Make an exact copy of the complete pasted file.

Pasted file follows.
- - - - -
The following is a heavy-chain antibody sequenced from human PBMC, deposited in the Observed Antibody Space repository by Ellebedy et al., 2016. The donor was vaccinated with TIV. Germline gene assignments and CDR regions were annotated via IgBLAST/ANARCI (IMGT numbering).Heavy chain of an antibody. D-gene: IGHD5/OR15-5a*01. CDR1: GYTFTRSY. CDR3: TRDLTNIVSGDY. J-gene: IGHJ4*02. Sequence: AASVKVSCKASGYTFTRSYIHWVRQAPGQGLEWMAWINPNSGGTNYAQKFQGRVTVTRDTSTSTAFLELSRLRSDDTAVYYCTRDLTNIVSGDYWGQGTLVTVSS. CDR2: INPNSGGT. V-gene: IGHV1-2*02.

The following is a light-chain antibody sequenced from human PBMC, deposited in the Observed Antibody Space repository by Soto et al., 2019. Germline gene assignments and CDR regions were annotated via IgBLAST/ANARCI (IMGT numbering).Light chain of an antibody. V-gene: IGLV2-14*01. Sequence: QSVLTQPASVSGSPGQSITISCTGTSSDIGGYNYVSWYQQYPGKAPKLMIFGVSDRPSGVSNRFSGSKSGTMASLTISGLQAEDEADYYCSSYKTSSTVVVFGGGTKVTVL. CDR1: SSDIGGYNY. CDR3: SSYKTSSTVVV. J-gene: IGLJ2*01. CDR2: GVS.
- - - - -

The following is a heavy-chain antibody sequenced from human PBMC, deposited in the Observed Antibody Space repository by Ellebedy et al., 2016. The donor was vaccinated with TIV. Germline gene assignments and CDR regions were annotated via IgBLAST/ANARCI (IMGT numbering).Heavy chain of an antibody. D-gene: IGHD5/OR15-5a*01. CDR1: GYTFTRSY. CDR3: TRDLTNIVSGDY. J-gene: IGHJ4*02. Sequence: AASVKVSCKASGYTFTRSYIHWVRQAPGQGLEWMAWINPNSGGTNYAQKFQGRVTVTRDTSTSTAFLELSRLRSDDTAVYYCTRDLTNIVSGDYWGQGTLVTVSS. CDR2: INPNSGGT. V-gene: IGHV1-2*02.

The following is a light-chain antibody sequenced from human PBMC, deposited in the Observed Antibody Space repository by Soto et al., 2019. Germline gene assignments and CDR regions were annotated via IgBLAST/ANARCI (IMGT numbering).Light chain of an antibody. V-gene: IGLV2-14*01. Sequence: QSVLTQPASVSGSPGQSITISCTGTSSDIGGYNYVSWYQQYPGKAPKLMIFGVSDRPSGVSNRFSGSKSGTMASLTISGLQAEDEADYYCSSYKTSSTVVVFGGGTKVTVL. CDR1: SSDIGGYNY. CDR3: SSYKTSSTVVV. J-gene: IGLJ2*01. CDR2: GVS.